Driving around the Delta, I was exposed to a part of American life that I had not seen up-close before. Growing up in one of the nation’s wealthiest counties and then moving to a college town, I’d never imagined towns where the majority of the stores were shut down, where the only place to get something to eat was at a gas station. I’ve also been fortunate to always have a sizable Jewish community around me. Before hearing the stories of Jews in Cleveland and Greenville, I couldn't imagine being the only Jewish student in school, or barely having enough Jewish adults in town to make a minyan.
At the same time, I realized that the experiences of people in the Delta - both Jews and non-Jews - are not so different from mine. I have also had to make choices about maintaining Jewish customs or assimilating. I’ve also observed inequalities and racism. Many people we spoke with in the Delta asserted that Mississippi’s experience shines a spotlight on problems the entire United States faces. They said that their communities are not the only ones with injustices and lack of opportunity, but because the disparities are so great in Mississippi, the nation notices them more. Our local guides did not see this spotlighting as a problem - in fact, some maintained that the extra attention motivates Mississippians to make positive change, and that Mississippi leads the country in this initiative as well.
Three nights after returning to Charlottesville, an incident of police violently arresting a black third year University student showed me the wisdom of those opinions. We cannot escape injustice by getting on a plane and leaving Mississippi. Right here in Virginia, less than a mile from my apartment, footsteps away from our beloved Grounds, a third year student was beat up by officers of the Virginia Alcoholic Beverage Control (ABC), presumably for trying to use a fake ID to get into a bar. I don’t know the specifics of the situation, so it would be unfair to say that Martese Johnson was beat up and arrested because he was publicly drunk, or because he is black. But I do know that on any given night on the Corner, and especially on a warm St. Patty’s evening, there are many students, black and white, 21 and underage, partying in the bars and belligerently drunk on the street outside them. I’ve never heard of an incident of police brutality on the Corner before - in fact,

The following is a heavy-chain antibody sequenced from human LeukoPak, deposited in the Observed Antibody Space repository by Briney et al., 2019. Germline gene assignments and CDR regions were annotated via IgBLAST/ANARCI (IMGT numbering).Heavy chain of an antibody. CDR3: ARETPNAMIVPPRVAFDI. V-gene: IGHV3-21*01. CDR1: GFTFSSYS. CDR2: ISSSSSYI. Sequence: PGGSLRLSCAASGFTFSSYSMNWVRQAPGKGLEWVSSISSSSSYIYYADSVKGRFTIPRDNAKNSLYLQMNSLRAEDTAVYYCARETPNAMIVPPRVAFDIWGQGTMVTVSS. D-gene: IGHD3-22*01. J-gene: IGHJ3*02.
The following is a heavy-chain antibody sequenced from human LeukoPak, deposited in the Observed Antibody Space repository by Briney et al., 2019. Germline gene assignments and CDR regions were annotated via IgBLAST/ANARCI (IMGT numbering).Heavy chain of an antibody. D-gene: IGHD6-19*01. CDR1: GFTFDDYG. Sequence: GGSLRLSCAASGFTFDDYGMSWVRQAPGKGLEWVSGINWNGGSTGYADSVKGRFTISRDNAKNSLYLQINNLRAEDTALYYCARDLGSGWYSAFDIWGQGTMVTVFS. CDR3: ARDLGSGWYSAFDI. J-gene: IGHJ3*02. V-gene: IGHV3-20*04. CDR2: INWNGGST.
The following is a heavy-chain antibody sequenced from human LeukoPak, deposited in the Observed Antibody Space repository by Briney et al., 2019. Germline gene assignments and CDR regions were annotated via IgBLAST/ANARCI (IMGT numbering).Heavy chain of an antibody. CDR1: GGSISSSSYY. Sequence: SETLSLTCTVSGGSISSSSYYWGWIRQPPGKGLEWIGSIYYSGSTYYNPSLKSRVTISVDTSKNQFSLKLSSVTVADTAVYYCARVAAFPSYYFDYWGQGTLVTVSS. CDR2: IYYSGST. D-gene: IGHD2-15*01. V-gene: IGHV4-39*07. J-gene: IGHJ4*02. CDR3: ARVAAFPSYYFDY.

I am usually amazed at how little the local police respond to the underage drinking that occurs every night - so I have to wonder why this happened to Martese. It should not have happened to anyone. Martese’s story has shown me that we need to learn from the Mississippians we met and from the Jewish values of Tikkun Olam that we discussed last week. If we see injustices, we must work to resolve them. Violent acts like those in the video of Martese on the sidewalk cannot be tolerated, no matter the race of the people involved. Charlottesville, like the Mississippi Delta, has its own challenges, and we must all work to overcome them.
Class of 2015
Welcome to Mississippi
After an introduction and a tour, we got to work putting together boxes of food for the food pantry, which serves about 250 families a month in the area. We then moved on to feeding the bunny rabbits, and laying down leaves for the chickens, one of which hit Billy in the head!
After our day at MEGA and a quick change of clothes, we walked over to Temple Adath Israel, which is the synagogue in Cleveland, Mississippi. There we were able to meet a few of the congregants, who told us about their family histories, and their experiences of Jewish life in Mississippi. We then listened to a talk by Professor Jennifer Stollman, from the University of Mississippi, who gave us a more in depth explanation of the history of southern Jewish life. To round out the day some of the congregants of the temple served us a delicious dinner in true Mississippi style with barbeque chicken, chili, sweet tea, and brownies so good that we took the rest back with us!
The Brody Jewish Center, Hillel at the University of Virginia, is the focal point in a renaissance of Jewish life for the 1,000 Jewish students on Grounds.